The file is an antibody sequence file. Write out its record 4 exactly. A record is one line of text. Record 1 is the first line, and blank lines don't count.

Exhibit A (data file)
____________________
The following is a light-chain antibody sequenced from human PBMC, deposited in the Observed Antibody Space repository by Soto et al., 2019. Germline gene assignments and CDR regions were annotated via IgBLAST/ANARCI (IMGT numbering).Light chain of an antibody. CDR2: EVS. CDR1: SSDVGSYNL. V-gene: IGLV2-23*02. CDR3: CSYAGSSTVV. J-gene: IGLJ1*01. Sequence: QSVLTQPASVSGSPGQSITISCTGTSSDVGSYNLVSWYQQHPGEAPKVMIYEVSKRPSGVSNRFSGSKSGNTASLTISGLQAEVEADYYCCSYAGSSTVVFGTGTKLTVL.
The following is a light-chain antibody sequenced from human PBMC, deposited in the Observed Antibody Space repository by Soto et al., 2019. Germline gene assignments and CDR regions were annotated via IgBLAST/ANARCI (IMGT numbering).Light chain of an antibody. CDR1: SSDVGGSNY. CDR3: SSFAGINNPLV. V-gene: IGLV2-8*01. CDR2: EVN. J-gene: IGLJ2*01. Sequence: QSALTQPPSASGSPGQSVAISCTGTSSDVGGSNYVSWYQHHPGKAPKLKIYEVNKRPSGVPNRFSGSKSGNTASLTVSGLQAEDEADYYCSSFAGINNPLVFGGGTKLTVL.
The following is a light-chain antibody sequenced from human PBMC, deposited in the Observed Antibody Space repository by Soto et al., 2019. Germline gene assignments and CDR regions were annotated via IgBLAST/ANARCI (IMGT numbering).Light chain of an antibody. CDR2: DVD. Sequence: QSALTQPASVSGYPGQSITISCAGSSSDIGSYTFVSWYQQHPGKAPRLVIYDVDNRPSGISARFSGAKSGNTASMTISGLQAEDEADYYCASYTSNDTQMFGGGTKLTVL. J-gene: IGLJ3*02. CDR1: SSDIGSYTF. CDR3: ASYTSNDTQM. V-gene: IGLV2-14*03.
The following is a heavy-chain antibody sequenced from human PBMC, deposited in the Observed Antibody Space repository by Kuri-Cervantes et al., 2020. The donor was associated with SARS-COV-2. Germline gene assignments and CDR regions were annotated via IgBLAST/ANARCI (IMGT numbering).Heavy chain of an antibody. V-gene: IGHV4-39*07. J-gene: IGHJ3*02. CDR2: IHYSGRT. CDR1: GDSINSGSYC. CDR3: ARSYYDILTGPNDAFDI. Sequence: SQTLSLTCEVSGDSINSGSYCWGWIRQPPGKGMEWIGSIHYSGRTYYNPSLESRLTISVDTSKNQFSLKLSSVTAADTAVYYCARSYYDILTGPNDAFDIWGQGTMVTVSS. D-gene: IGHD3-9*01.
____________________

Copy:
The following is a heavy-chain antibody sequenced from human PBMC, deposited in the Observed Antibody Space repository by Kuri-Cervantes et al., 2020. The donor was associated with SARS-COV-2. Germline gene assignments and CDR regions were annotated via IgBLAST/ANARCI (IMGT numbering).Heavy chain of an antibody. V-gene: IGHV4-39*07. J-gene: IGHJ3*02. CDR2: IHYSGRT. CDR1: GDSINSGSYC. CDR3: ARSYYDILTGPNDAFDI. Sequence: SQTLSLTCEVSGDSINSGSYCWGWIRQPPGKGMEWIGSIHYSGRTYYNPSLESRLTISVDTSKNQFSLKLSSVTAADTAVYYCARSYYDILTGPNDAFDIWGQGTMVTVSS. D-gene: IGHD3-9*01.